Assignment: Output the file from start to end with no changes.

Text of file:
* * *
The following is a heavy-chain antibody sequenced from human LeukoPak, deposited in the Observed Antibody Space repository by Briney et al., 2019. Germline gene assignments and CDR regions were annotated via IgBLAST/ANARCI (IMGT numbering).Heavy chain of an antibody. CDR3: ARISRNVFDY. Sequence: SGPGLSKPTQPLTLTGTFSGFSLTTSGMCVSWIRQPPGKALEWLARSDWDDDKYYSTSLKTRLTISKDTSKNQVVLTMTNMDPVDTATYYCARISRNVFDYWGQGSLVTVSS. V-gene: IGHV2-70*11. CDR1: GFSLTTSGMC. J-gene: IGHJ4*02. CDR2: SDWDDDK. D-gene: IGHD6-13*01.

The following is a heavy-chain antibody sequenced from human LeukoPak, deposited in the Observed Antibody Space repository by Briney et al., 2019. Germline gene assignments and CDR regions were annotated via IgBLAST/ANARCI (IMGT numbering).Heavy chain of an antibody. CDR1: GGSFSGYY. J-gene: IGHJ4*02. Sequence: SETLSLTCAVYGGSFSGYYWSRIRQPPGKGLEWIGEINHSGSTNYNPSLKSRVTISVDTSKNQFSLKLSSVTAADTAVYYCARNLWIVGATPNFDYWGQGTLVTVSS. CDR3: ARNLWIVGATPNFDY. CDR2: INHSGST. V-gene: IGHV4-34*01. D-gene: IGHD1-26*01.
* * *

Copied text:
The following is a heavy-chain antibody sequenced from human LeukoPak, deposited in the Observed Antibody Space repository by Briney et al., 2019. Germline gene assignments and CDR regions were annotated via IgBLAST/ANARCI (IMGT numbering).Heavy chain of an antibody. CDR3: ARISRNVFDY. Sequence: SGPGLSKPTQPLTLTGTFSGFSLTTSGMCVSWIRQPPGKALEWLARSDWDDDKYYSTSLKTRLTISKDTSKNQVVLTMTNMDPVDTATYYCARISRNVFDYWGQGSLVTVSS. V-gene: IGHV2-70*11. CDR1: GFSLTTSGMC. J-gene: IGHJ4*02. CDR2: SDWDDDK. D-gene: IGHD6-13*01.

The following is a heavy-chain antibody sequenced from human LeukoPak, deposited in the Observed Antibody Space repository by Briney et al., 2019. Germline gene assignments and CDR regions were annotated via IgBLAST/ANARCI (IMGT numbering).Heavy chain of an antibody. CDR1: GGSFSGYY. J-gene: IGHJ4*02. Sequence: SETLSLTCAVYGGSFSGYYWSRIRQPPGKGLEWIGEINHSGSTNYNPSLKSRVTISVDTSKNQFSLKLSSVTAADTAVYYCARNLWIVGATPNFDYWGQGTLVTVSS. CDR3: ARNLWIVGATPNFDY. CDR2: INHSGST. V-gene: IGHV4-34*01. D-gene: IGHD1-26*01.